It has been more than a year and a half since 22-year-old Rekia Boyd was shot in the head in Douglas Park the morning of March 21, 2012. On Monday, the state’s attorney’s office charged Dante Servin, the off-duty Chicago police officer accused of shooting and killing Boyd, who was unarmed, with involuntary manslaughter, discharge of a firearm and reckless conduct.
Filing criminal charges against a police officer accused of a shooting is rare. In fact, they are so rare that the Chicago Tribune reported yesterday there hasn’t been another police officer criminally charged since 1997.
Police accountability activists who have marched, picketed and petitioned since Boyd’s shooting death say in light of so few criminal prosecutions of officers, even getting a charge is a victory.
And that charge wouldn’t have come without the activism around this particular case.
“Unless you holler and scream and cry, they are not going to show any emotion,” said Crista Noel, an organizer with Women’s All Points Bulletin, which seeks to help women assaulted by police. “I believe this happened because we protested it and continued to protest it.”
Servin shot Boyd near his West Side house following an altercation between Servin and a group of individuals in Douglas Park. According to Antonio Cross, a witness who was also injured at the scene, Servin opened fire from his car. Boyd was shot in the head and died 24 hours later.
The case took a twist from there. Cross, who was shot in the hand, soon after was charged with aggravated assault. According to court documents, Servin thought Cross was taking out a gun when he fired the bullets that would kill Boyd. But Cross only had a cell phone.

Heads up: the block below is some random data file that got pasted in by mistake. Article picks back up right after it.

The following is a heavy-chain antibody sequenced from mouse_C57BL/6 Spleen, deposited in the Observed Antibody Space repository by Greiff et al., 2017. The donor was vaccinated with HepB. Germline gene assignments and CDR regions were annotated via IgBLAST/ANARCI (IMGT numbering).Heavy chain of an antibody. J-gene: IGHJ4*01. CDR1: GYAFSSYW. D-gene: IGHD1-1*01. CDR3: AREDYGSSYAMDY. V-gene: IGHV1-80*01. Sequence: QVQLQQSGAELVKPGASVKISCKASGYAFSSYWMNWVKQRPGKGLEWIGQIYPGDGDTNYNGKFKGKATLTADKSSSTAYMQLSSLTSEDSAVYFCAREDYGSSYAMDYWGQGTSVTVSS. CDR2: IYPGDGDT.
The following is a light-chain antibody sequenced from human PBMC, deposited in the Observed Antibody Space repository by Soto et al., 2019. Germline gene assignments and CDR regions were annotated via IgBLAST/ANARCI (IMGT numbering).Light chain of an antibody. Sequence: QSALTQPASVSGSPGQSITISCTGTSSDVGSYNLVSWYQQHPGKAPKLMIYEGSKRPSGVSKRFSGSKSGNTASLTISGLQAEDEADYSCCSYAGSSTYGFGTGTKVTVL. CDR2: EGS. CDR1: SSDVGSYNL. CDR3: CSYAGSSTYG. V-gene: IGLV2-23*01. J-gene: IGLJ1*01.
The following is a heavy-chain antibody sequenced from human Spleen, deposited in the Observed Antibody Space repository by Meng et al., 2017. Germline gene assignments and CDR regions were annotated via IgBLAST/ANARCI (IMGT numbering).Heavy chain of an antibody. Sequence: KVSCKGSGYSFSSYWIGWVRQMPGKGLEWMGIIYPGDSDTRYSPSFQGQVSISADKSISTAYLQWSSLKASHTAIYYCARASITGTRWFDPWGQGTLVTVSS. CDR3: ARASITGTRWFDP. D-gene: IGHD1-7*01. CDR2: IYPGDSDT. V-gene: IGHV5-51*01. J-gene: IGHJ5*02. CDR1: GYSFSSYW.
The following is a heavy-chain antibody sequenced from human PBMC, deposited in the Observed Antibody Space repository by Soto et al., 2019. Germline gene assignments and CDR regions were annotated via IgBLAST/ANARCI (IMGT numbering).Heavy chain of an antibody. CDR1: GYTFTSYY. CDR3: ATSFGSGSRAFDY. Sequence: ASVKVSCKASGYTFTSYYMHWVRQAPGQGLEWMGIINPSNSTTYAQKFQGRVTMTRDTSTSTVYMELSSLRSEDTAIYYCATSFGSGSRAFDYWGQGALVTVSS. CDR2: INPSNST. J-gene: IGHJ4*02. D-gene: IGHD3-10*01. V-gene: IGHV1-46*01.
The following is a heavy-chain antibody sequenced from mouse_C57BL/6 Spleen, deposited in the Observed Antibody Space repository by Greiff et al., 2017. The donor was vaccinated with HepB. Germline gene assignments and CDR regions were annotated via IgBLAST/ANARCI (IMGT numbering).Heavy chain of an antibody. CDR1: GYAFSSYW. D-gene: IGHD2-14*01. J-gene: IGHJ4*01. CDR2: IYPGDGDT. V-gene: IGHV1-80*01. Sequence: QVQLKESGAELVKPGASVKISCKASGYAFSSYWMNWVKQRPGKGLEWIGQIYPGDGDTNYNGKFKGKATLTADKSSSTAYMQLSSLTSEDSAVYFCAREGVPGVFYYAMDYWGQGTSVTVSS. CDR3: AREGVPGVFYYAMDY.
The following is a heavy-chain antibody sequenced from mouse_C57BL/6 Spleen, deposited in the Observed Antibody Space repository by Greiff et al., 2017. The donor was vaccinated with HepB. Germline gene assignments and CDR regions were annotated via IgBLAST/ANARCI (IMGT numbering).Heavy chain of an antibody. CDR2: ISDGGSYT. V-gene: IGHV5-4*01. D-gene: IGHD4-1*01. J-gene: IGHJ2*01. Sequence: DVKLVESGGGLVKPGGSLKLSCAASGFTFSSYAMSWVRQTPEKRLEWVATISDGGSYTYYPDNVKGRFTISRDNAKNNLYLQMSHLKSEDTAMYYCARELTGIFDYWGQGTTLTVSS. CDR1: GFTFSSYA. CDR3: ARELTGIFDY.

The case against Cross eventually was dismissed. But, said Noel, it’s typical for the narrative around police shootings to hinge on an individual having something in their hand that could have been a gun.
In Boyd’s case, however, the fact that she was unarmed made “this … a cut and dried case,” Noel said.
In 2012, the year Boyd was killed, 50 officer-involved shootings occurred in which someone was hit, according to quarterly reports released by the Independent Police Review Authority.
Meanwhile, in 2012, IPRA forwarded 63 incidents to the state’s attorney’s office to consider criminal charges. As of today, Servin’s case was the only one in which an officer had been publicly charged.
Servin will have a court date Dec. 16, according to the state’s attorneys office.
Noel said other police shooting cases have merited the same attention as Boyd’s. But those cases didn’t get traction because of the emotional difficulty of sustaining these kinds of campaigns.
Boyd’s family helped keep the case alive, filing a wrongful death lawsuit against the city that was settled this year.
“A lot of families just don’t keep going,” she said. “The toll of the incident is one thing, but then you have to have a lot of strength and courage to stay in the fray. It wore Martinez Sutton [Boyd’s brother] out, but he kept going.”